Half of all Scotland’s health boards are still carrying out controversial mesh implant surgery, months after the Scottish Government called for it to be stopped.
Dozens of procedures have been carried out across seven of Scotland’s 14 area health boards, which insist the women involved are made aware of risks.
But campaigners last night said they were “disgusted” that the procedures, carried out by surgeons to treat pelvic organ prolapse and incontinence in women, are still available.
Former health minister Alex Neil told MSPs last June he was “deeply troubled” by the use of the medical devices and called on health boards in Scotland to stop using them pending a review. His move followed a number of harrowing examples of women suffering infections and bleeding following the surgery. Others have been left with ongoing abdominal pain and told they can no longer have sex.
Elaine Holmes of the Scottish Mesh Survivors campaign group said: “The surgeons that continue to use mesh, I’m disgusted with –there’s no other word for it.
“We know that prior to Alex Neil’s request, some surgeons had stopped using particular mesh devices or procedures due to safety concerns and it’s a bad day when health boards are disagreeing with each other. We can’t all agree that mesh is safe and where there’s any doubt there should be no question.”
She said the boards which have stopped using the procedures should be commended for “putting patient safety first”.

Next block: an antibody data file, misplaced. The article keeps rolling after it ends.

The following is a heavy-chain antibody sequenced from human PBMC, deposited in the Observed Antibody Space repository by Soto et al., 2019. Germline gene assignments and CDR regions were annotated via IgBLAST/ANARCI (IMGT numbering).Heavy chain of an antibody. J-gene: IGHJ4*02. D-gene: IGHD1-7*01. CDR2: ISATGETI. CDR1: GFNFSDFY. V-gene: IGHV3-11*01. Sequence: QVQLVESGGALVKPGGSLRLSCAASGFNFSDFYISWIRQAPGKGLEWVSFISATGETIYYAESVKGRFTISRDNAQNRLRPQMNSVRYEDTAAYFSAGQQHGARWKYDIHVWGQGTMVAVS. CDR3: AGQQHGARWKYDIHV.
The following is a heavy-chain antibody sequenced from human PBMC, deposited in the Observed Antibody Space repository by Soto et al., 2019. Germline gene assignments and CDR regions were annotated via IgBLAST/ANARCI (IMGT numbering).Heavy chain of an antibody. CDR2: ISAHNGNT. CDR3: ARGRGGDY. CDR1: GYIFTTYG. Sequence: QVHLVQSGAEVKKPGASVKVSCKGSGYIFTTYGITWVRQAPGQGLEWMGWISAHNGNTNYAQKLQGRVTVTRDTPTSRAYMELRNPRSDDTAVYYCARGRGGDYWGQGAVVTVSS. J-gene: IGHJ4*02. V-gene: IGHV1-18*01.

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A comprehensive system of “patient information and consent” is now in place to deal with treatment using tension-free vaginal mesh tape for incontinence issues, Mrs Holmes said. But, she warned, the same system is not in place for mesh devices dealing with prolapse. Mesh manufacturers have already pledged payouts of more than $1.5 billion (£0.9bn) in the US and the NHS is facing the prospect of negligence claims, with more than 400 cases in Scotland alone.
NHS Greater Glasgow and Clyde has confirmed it still uses the procedure, but could not provide a figure.
However, parliament heard last October that 29 procedures have been carried out since Mr Neil called for the suspension.
A spokeswoman said: “All patients who are assessed and require mesh procedures have the opportunity to fully discuss the risks and benefits with their consultant before they are listed for surgery.”
NHS Borders has carried out 18 surgery implants.
Sheena MacDonald, NHS Borders medical director, said: “As per the guidance from Scottish Government in June 2014, NHS Borders has facilitated discussions between women who were already on the waiting list and clinicians to review whether surgery with mesh implants were still appropriate.”
In Fife, 20 women have received mesh tape implants, but the health board says this was after “full counselling and the provision of informed consent”.
NHS Grampian is also continuing with procedures “within the guidelines of clinical trials,” but did not provide numbers, while Lothian said that fewer than five have been undertaken.
NHS Western Isles said no vaginal implant procedures have been carried out.
A Scottish Government spokesperson said: “The former health secretary requested that all health boards suspend the use of mesh while an independent review is carried out.
“That will allow a thorough assessment of the evidence before next steps are agreed.”
Scottish Conservative health spokesman Jackson Carlaw said: “It’s astonishing to learn half of health boards are still offering this treatment.”
Scottish Liberal Democrat health spokesperson Jim Hume added: “There remains a great deal of ambiguity around this procedure which is why any decision to continue using this surgery must be evidence based.
“Health boards still using this procedure whilst investigations are ongoing should answer to their patients.”
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